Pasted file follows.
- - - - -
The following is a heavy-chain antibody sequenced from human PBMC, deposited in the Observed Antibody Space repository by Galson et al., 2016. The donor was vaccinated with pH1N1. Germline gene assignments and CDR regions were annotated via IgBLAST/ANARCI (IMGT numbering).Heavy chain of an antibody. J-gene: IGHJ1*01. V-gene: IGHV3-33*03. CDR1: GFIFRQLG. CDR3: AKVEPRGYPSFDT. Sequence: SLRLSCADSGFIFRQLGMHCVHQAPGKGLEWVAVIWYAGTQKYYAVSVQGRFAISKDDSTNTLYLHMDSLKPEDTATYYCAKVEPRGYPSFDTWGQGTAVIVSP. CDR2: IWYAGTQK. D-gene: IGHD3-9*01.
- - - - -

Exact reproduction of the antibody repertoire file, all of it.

The following is a heavy-chain antibody sequenced from human PBMC, deposited in the Observed Antibody Space repository by Galson et al., 2016. The donor was vaccinated with pH1N1. Germline gene assignments and CDR regions were annotated via IgBLAST/ANARCI (IMGT numbering).Heavy chain of an antibody. J-gene: IGHJ1*01. V-gene: IGHV3-33*03. CDR1: GFIFRQLG. CDR3: AKVEPRGYPSFDT. Sequence: SLRLSCADSGFIFRQLGMHCVHQAPGKGLEWVAVIWYAGTQKYYAVSVQGRFAISKDDSTNTLYLHMDSLKPEDTATYYCAKVEPRGYPSFDTWGQGTAVIVSP. CDR2: IWYAGTQK. D-gene: IGHD3-9*01.